The chairman of the Securities and Exchange Commission has urged Wall Street to educate everyday investors on teh ‘substantial risk’ of cybersecurity threats.
Newly appointed SEC chairman Jay Clayton was speaking at a panel discussion at New York University’s School of Law on Tuesday when he revealed his take on the state of cybersecurity and the threat posed by hackers on investors.
I am not comfortable that the American investing public understands the substantial risk that we face systemically from cyber issues and I would like to see better disclosure around that.
The SEC has previously been called on by cybersecurity experts to mandate specific disclosures by US public sector companies about cyber-risks and attacks, particularly in the aftermath of the 2013 Target breach. A noteworthy, infamous data breach, the Target cyberattack compromised the credit and debit card details of millions of customers. An SEC investigation into the breach determined that Target failed to provide reasonable data security for consumers. Ultimately, Target agreed to pay a substantial $18.5 million fine to resolve the SEC probe.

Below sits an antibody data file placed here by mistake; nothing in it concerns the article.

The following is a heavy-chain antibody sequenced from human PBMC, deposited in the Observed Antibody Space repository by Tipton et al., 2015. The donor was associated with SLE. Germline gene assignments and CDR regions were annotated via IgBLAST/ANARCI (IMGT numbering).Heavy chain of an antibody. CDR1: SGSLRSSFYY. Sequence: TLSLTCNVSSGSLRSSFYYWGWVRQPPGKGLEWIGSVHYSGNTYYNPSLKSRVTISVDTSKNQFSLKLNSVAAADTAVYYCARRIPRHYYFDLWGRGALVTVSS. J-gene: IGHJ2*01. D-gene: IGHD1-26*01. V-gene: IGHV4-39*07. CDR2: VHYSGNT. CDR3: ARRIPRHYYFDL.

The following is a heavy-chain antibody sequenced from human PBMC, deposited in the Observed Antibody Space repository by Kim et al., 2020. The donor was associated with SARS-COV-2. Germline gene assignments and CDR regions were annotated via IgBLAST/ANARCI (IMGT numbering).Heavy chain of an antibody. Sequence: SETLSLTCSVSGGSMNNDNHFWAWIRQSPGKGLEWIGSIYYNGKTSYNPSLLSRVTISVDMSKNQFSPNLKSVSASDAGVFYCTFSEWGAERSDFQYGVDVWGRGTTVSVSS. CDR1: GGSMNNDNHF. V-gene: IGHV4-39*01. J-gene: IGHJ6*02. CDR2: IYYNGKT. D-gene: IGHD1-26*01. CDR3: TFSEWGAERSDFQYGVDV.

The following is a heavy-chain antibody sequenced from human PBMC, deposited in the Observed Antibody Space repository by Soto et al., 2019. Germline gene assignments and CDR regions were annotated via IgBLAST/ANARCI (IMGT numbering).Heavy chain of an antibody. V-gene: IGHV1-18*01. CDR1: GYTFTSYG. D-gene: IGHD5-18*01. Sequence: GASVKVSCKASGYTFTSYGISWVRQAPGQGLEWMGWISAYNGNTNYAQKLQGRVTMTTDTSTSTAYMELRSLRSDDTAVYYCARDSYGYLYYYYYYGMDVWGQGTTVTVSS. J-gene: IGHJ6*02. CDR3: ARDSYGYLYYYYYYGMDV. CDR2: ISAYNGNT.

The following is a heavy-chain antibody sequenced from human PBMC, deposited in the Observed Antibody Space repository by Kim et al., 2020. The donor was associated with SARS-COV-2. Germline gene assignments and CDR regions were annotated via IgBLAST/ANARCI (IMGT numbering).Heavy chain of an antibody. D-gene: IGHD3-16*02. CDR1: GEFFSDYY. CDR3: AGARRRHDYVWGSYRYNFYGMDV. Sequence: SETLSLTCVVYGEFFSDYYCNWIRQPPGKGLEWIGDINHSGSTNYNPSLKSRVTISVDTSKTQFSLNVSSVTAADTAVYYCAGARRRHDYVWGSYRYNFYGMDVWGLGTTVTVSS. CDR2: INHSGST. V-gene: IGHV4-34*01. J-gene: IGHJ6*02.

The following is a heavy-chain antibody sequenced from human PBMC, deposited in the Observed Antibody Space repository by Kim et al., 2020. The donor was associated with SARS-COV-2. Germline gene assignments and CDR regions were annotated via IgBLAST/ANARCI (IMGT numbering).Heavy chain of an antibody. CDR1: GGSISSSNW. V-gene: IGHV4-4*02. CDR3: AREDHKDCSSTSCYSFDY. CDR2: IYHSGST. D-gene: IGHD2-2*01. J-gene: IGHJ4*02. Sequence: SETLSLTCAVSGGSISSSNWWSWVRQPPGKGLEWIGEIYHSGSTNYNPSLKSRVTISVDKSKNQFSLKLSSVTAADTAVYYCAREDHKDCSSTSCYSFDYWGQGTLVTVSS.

Clayton further confirmed that the SEC would investigate companies that misled investors about any potential cyber-risks. Still, the chairman added that the battle against hackers shouldn’t be confined to government silos and ought to take a wider impetus.
“We have to have our individual responsibilities, but we also have to do our best to foster a collective approach to the issue,” Clayton said.
One particular concern, as pointed out by SEC’s enforcement division co-director Stephanie Avakian, underlines the rising trend of information theft and data breaches by hackers to gain some sort of market advantage.
While the SEC has occasionally taken action against financial firms for leaving customers’ details unsecured, it has gone after malicious hackers and individuals who broke into press agencies, newswires and brokerages accounts to carry out insider trading or other related fraud. However, it is yet to sue a publicly listed company over how it communicated a cyberattack or data breaches suffered due to any malicious actors.
Image credit: Flickr.
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